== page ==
Celebrating International Men’s Day

‘Achieving gender equality requires the engagement of women and men, girls and boys. It’s everyone’s responsibility’ – Ban Ki-moon

Back in March I remember celebrating International Woman’s day in Bridlington North Yorkshire with Ang, Steph and Helena, well, I say celebrated, we sat drinking tea and coffee and eating cake in our pyjamas watching Step Up 2; no gender stereotyping there of course! I remember twitter being a wash with questions as to when International Men’s Day was and whether it was true gender equality if women had their own day and men didn’t. And they were right. To me gender equality, or equality of any kind isn’t anyone being better than anyone else, it’s being treated the same. Being treated equal if you will (clues in the name really!)

International Men’s Day focuses on improving gender relations and highlighting the importance of bringing up good male role models from all backgrounds and ages. It looks at addressing problems like parenting, families and good health choices.

So today, the men have their day, 19 November is International Men’s Day so here I’m going to celebrate all things man. But instead of going through and listing all the men I think worthy of a mention; Albert Einstein, Martin Luther King, Ghandi, Nick Carter. I’m going to talk about the men in my life that I think deserve a bit of a big up, because I’m not entirely sure what I’d do without them.

My Husband Dave

PicMonkey Collage

They say that the majority of couples are polar opposites and I don’t think that could be more true in mine and Dave’s case. He’s a deep thinker, quiet, sensible, rational, head strong and determined. I’m flighty, loud, daft, indecisive and soft. Yet somehow it just works. He calms me down when I get too ahead of myself and I lighten him up when he gets down. Despite our differences though I think fundamentally our core values are the same. We both love to travel, share the same sense of adventure and are very close with our families. In fact, since getting married both families have become very close with his parents and mine becoming good friends. We both take pride in our jobs and work hard to build a comfortable and fun life together.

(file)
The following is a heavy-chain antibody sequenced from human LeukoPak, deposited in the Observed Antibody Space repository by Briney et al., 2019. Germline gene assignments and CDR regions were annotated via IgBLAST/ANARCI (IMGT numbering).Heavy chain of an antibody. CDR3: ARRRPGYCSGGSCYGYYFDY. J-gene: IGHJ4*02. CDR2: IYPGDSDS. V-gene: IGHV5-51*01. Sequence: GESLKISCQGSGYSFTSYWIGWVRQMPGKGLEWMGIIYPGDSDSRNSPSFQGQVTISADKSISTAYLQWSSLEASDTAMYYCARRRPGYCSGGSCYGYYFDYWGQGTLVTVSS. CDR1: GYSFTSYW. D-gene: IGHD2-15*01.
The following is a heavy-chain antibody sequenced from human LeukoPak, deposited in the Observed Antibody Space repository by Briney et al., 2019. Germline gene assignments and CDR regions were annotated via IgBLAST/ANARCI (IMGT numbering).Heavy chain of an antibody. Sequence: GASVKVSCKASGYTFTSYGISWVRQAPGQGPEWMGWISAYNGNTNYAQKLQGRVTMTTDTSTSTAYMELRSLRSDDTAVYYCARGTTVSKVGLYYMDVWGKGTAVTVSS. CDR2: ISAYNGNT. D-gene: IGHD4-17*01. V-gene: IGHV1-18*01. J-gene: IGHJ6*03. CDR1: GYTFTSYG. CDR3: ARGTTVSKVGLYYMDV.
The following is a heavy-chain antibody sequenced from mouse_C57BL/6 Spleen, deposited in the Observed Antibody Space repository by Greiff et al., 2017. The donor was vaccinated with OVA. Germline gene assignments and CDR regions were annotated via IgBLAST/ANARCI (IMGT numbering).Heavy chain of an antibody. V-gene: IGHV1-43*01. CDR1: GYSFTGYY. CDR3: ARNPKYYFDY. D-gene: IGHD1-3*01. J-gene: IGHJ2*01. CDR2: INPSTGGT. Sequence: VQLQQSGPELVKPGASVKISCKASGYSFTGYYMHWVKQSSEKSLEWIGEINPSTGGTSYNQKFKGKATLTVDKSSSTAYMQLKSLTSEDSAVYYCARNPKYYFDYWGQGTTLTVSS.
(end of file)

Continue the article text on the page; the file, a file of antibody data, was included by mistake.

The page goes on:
Dave is, and has always been a man of great principle, intelligence, humour and strength (both physical and mental). Not to mention the fact he has gorgeous blue eyes and a babyface that would make him a shoe in for any boyband! I complained at the time that it took him 7 years to propose to me, but looking back, I think all that time together has made us a better couple and if any knows Dave the way I do, they’ll know that he has to do things in his own time, if you give him an ultimatum or back him into a corner, he’ll tell you exactly what you don’t want to hear. Since getting married we’ve never been stronger, I support him in everything he does whether it’s going for a promotion at work or getting into a training regime and he’s the same with me. He lets me bounce blog post ideas off him, let’s me talk about him and our life together publicly and calms me down when I think my varicose veins are a sign of a blood clot!